Recently published proposed federal rules aim to reduce the time and costs of e-discovery, but experts disagree on their likely impact. The opinions range from predicting the amendments will have minimal effect to calling them the most significant changes to the discovery process since the 1993 amendments requiring initial disclosures. On April 12, the Advisory Committee on the Federal Rules of Civil Procedure recommended several rule changes aimed at reducing the burden of e-discovery. In early June, the Standing Committee on Rules of Practice and Procedure approved the rule changes for publication and public comment.
“In large-scale litigation, the savings in costs and time could be significant,” says Robert Ambrogi, attorney and adviser to e-discovery technology vendor Catalyst. On the opposite end of the spectrum, Milberg Senior Counsel Henry Kelston says, “The proposed amendments will do little to reduce the cost of discovery and may well have the opposite effect.”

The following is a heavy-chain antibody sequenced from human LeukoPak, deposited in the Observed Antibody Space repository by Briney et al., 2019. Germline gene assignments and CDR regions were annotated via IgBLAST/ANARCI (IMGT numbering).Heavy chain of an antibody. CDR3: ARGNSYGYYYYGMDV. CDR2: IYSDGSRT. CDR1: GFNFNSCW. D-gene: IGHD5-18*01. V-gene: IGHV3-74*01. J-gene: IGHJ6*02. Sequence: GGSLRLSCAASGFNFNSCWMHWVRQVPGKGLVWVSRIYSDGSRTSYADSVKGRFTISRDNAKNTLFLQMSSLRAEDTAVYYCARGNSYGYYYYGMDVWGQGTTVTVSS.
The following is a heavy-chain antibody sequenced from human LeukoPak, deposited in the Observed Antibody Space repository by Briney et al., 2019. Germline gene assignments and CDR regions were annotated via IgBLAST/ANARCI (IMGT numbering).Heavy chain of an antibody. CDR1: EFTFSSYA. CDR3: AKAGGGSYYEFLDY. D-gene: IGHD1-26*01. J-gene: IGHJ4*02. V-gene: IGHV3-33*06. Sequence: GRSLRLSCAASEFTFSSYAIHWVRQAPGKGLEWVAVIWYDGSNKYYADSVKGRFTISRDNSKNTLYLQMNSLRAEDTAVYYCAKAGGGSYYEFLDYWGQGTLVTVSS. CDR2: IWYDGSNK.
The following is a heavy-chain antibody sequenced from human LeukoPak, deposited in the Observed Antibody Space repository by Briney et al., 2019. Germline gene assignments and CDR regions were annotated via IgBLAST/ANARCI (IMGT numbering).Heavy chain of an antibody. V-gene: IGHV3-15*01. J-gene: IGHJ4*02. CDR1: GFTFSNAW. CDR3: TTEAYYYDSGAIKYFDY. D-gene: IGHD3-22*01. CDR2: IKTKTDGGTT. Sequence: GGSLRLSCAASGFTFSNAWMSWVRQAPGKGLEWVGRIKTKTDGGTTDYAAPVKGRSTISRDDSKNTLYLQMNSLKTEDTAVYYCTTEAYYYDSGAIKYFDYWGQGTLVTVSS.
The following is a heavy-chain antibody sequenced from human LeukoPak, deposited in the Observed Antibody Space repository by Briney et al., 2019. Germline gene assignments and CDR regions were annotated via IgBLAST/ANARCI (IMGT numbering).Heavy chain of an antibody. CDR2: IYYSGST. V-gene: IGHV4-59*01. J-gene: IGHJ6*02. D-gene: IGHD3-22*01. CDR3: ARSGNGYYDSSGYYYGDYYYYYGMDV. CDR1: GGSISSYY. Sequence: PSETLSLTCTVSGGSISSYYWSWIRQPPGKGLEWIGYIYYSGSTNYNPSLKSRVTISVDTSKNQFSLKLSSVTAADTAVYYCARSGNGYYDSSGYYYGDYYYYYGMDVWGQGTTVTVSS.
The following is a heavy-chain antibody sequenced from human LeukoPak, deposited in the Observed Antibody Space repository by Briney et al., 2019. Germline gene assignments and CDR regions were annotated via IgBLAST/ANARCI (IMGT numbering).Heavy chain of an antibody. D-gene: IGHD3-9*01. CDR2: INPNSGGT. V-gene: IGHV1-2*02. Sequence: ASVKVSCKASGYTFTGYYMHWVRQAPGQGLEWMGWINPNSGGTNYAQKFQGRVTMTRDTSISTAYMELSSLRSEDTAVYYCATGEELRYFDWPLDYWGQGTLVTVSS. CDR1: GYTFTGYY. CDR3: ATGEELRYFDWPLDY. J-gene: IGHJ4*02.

Many courts have interpreted the current rules as permitting monetary sanctions on a finding of negligence or more significant sanctions like an adverse jury instruction upon gross negligence in electronically stored information (ESI) preservation and collection. However, framers of the current rule intended to provide a “safe harbor” for accepted information management practices aimed at better controlling huge volumes of ESI except in “exceptional circumstances.” But many courts have broadly interpreted the provision for “exceptional circumstances” when awarding sanctions.
“The inconsistency among federal courts on this issue, and the resulting fear of unpredictable sanctions, have driven corporations to incur enormous costs to preserve ESI far beyond any reasonable bounds,” Kelston says.